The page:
Panama [indigenous language: rich in fish, birds & butterflies] has much more to offer than the canal connecting the Caribbean with the Pacific ocean.
Some of Panama’s attractions are endless, deserted beaches on both Caribbean and Pacific coastlines, tropical rain forests, a rich fauna & flora, and cool, cloudy highlands. The Panamanian government set aside large parts of the country for preservation, and has a total of 14 National Parks, of which Coiba Island National Park is the best known, and most visited. Volcano Baru in the western part of the country, not far from the border to Costa Rica at 11,407′ [3,477m] is Panama’s highest mountain.
Founded in 1519 by by Spanish conquistador Pedro Arias Dávila, Panama developed into a juncture of many cultures. Immigrants from four different continents converged with native Indian tribes, forming the multi culture heritage of the country.
Panama is bordered to the west by Costa Rica and by Colombia in the east. The geographical location serves as a the bridge between North and South America. The 50 miles long Panama Canal connects not only the Atlantic with the Pacific Ocean, but Europe and Africa with Asia, Australia and Oceania.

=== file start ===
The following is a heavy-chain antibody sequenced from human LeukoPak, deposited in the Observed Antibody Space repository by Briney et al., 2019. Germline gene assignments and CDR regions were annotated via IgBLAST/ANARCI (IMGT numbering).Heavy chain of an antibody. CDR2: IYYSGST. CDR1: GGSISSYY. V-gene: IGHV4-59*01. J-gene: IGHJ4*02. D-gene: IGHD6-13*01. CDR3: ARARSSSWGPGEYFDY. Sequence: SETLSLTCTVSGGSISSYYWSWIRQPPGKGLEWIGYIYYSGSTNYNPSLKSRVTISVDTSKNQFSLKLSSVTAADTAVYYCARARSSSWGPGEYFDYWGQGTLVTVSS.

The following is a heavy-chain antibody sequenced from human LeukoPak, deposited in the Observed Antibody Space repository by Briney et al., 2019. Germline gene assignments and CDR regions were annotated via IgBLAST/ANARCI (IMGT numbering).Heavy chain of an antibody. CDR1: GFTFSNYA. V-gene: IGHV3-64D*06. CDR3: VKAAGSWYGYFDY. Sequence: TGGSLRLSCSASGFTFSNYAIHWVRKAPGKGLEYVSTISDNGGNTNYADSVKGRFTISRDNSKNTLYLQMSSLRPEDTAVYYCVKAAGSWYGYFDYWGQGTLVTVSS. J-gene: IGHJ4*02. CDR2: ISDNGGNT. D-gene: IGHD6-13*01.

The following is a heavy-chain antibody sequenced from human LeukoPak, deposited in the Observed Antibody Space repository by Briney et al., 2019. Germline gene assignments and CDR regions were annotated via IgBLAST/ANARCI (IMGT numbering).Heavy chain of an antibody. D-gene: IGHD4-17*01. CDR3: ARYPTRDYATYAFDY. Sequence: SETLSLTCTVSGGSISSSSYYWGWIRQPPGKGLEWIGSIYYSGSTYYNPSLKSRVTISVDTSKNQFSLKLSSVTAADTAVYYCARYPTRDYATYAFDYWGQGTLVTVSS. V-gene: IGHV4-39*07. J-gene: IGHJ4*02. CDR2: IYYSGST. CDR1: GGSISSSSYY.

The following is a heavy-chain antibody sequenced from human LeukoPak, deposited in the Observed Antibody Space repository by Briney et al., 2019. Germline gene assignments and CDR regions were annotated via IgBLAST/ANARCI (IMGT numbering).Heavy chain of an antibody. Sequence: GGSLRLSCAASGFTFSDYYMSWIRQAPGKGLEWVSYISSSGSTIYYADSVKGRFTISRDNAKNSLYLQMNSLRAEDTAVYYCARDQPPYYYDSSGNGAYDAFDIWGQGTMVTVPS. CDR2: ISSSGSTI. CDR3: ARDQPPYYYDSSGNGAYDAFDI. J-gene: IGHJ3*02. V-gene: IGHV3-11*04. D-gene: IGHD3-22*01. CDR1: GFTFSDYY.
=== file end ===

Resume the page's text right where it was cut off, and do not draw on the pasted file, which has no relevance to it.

Panama’s total population is well below the 4 million mark, with most of its inhabitants living in the population centers of Panama City, Colon, Santiago and David. The rest of the country’s population density is quiet low.
Panama’s economy is quite varied, and the Panama Canal provides a major source of income and employment. It is currently being expanded to accommodate the latest generation of large container vessels. International banking is an other important part of the economy, with the U.S. dollar being the official currency of the country.